Appeal No. 324. of 1918.
10. This is an appeal from the decree of the Subordinate Judge of Tuticorin in Original Suit No. 27 of 1914 brought by the plaintiff Sendatti Kalai Pandya Chinnathambiyar claiming for himself the zemindari of Sivagiri which is an ancient impartible estate in the District of Tinnevelly included in the schedule to the Madras Impartible Estates (Act II of l904). The suit was originally brought against Rani Gnanamani Nachiar, the mother of the last zemindar Ramalinga, who took possession of the zemindari on his death. But as she died on 23rd November,' 1916 when the suit was pending in the Lower Court it became unnecessary to decide who the preferential heir to the zemindari was as between her and the plaintiff to settle the claim to the zemindari. On her death the dispute about the succession to the zemindari became one between the plaintiff and Gurusami Pandyan who was added to the record of this suit as the 2nd defendant. He had already brought a suit himself, Original Suit No. 48 of 1914, in the same Court admitting the right of the Rani and claiming to be the next reversioner entitled to succeed to the zemindari on her death. Two suits were tried together by consent of parties and appeal from the decree in the second suit is also before us as Appeal No. 325 of 1918. The first and main question for our decision in this appeal is whether the plaintiff or the 2nd defendant is the man entitled to succeed to the zemindari now.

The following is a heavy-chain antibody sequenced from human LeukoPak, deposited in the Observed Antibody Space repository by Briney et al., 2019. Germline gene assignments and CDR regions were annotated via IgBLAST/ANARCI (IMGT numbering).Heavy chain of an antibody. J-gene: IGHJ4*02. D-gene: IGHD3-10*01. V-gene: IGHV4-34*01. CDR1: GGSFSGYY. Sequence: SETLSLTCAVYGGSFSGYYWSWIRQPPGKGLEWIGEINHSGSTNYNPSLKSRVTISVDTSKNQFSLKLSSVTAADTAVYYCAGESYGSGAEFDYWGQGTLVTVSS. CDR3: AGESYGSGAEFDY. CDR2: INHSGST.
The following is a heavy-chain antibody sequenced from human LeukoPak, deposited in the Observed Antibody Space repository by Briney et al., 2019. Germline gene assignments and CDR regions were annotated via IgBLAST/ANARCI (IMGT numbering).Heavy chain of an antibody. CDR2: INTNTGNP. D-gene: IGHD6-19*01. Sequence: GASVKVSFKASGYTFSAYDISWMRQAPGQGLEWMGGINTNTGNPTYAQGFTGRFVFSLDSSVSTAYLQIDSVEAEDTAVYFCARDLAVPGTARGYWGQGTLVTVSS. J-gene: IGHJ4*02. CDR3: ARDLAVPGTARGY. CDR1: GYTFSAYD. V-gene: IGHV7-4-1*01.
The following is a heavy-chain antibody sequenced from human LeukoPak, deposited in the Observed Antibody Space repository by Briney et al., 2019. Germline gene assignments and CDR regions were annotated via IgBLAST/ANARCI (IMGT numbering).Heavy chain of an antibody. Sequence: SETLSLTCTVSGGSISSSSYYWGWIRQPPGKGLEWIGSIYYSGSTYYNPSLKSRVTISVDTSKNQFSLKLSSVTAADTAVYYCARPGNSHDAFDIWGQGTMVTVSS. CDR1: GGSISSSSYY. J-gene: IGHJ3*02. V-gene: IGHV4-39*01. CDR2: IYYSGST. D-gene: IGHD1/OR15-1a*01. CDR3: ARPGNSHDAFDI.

11. The pedigree of the family attached to the plaint is accepted as correct, before us except as regards the ages of certain persons mentioned in it. It may however be noted as a correction that Nos. 35 and 36 were the wives of No. 25 and not his daughters. As stated in this pedigree, Ramalinga No. 39 was the fifth and last zemindar. He died in Madras in 1914 leaving no issue and no male heirs in his own line and it is to him that succession has now to be traced. He was the son of Sangili Veerappa, the 4th zemindar (No. 25) who was himself the son of Varaguna Rama Pandya the 3rd zemindar (No. 13) who was ordinarily known as Periyadorai and who will be referred to hereafter by that name. He had a younger brother also, a Varaguna Rama Pandya but known ordinarily as Chinnadorai under which name hs will also be referred to. He had two sons Sendatti Kalai Pandiyan (No. 26) ordinarily known as Periyasami and Varaguna Rama Sendatti Kalia (No. 28) ordinarily known as Chinnasami besides a daughter Veerammai Nachiar No. 27. Plaintiff (No. 42) is admittedly the eldest son of Periyasami and the 2nd defendant (No. 50) is the eldest son of Chinnsami. It will be seen therefore that as grand children of Ramalinga's grandfather's brother, they stand in the same degree of relationship or agnateship to the last zemindar. But as only one man can succeed to this impartible zemidar we have to decide who the preferential heir of the two is. The plaintiff contends that he is to be preferred because he belongs to the senior line, his father being older than 2nd defendant's father and further more that as between himself and the 2nd defendant he is also the senior in age. The 2nd defendant admitted that plaintiff's father was senior to his father though at one stage of the case he disputed it ; but he contended that the plaintiff was an illegitimate son of his father being born of an adulterous connection between his parents and as such he was not entitled to succeed at all, and also that even if plaintiff were a legitimate son of his father, he the 2nd defendant was the senior in age to him and that seniority in age and not seniority of the line was the deciding factor in the choice of the heir to the zemindari in the circum stances of this case.